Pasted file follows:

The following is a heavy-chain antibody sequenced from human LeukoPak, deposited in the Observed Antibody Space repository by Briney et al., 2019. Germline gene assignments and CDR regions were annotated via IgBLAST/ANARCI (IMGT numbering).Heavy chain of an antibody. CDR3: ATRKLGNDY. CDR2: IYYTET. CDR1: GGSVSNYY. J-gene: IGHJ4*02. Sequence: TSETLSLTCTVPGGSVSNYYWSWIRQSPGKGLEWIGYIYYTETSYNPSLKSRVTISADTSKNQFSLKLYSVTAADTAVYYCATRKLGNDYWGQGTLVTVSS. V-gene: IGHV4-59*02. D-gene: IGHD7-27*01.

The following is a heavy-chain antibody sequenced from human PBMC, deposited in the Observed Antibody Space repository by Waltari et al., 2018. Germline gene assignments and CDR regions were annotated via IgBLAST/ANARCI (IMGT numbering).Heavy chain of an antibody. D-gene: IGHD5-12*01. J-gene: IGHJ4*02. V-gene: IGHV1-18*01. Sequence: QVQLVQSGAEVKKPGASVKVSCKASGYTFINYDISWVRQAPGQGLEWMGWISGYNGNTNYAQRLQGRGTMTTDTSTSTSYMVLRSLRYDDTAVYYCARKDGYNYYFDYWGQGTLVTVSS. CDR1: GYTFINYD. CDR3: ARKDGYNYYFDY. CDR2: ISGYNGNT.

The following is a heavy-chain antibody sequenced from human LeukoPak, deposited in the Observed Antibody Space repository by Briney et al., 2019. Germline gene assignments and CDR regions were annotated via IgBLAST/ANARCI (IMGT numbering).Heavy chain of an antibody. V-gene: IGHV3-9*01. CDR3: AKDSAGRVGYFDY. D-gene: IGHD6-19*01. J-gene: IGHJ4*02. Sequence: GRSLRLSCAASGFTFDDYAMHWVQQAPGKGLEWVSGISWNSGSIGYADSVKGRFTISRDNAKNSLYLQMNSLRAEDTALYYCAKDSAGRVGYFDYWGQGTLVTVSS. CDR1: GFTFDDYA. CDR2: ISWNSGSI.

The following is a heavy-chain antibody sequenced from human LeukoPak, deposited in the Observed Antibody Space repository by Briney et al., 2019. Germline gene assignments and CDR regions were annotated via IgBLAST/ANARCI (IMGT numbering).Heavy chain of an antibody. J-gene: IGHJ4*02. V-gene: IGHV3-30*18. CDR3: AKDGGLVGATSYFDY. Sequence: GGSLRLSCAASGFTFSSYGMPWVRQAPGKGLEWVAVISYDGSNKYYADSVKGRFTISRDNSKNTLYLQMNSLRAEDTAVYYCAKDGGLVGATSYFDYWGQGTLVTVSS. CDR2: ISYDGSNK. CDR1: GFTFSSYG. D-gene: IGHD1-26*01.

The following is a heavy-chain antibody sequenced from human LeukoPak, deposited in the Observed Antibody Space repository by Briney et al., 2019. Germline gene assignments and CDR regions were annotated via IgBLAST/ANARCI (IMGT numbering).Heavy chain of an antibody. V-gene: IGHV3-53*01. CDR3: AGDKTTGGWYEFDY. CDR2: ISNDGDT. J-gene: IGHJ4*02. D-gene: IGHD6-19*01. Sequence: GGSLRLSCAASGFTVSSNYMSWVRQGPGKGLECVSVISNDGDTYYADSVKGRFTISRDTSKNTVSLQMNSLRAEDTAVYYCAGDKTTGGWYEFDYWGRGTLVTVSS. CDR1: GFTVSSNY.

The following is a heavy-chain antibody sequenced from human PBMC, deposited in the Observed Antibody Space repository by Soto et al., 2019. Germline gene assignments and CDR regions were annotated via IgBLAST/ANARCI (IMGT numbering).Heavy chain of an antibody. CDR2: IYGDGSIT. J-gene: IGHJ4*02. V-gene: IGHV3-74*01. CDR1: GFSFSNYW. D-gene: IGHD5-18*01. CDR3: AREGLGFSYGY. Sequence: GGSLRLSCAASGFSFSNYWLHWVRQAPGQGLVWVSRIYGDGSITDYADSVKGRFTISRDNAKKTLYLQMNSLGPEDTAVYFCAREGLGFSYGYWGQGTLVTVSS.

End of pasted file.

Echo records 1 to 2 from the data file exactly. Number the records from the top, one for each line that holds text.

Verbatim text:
The following is a heavy-chain antibody sequenced from human LeukoPak, deposited in the Observed Antibody Space repository by Briney et al., 2019. Germline gene assignments and CDR regions were annotated via IgBLAST/ANARCI (IMGT numbering).Heavy chain of an antibody. CDR3: ATRKLGNDY. CDR2: IYYTET. CDR1: GGSVSNYY. J-gene: IGHJ4*02. Sequence: TSETLSLTCTVPGGSVSNYYWSWIRQSPGKGLEWIGYIYYTETSYNPSLKSRVTISADTSKNQFSLKLYSVTAADTAVYYCATRKLGNDYWGQGTLVTVSS. V-gene: IGHV4-59*02. D-gene: IGHD7-27*01.

The following is a heavy-chain antibody sequenced from human PBMC, deposited in the Observed Antibody Space repository by Waltari et al., 2018. Germline gene assignments and CDR regions were annotated via IgBLAST/ANARCI (IMGT numbering).Heavy chain of an antibody. D-gene: IGHD5-12*01. J-gene: IGHJ4*02. V-gene: IGHV1-18*01. Sequence: QVQLVQSGAEVKKPGASVKVSCKASGYTFINYDISWVRQAPGQGLEWMGWISGYNGNTNYAQRLQGRGTMTTDTSTSTSYMVLRSLRYDDTAVYYCARKDGYNYYFDYWGQGTLVTVSS. CDR1: GYTFINYD. CDR3: ARKDGYNYYFDY. CDR2: ISGYNGNT.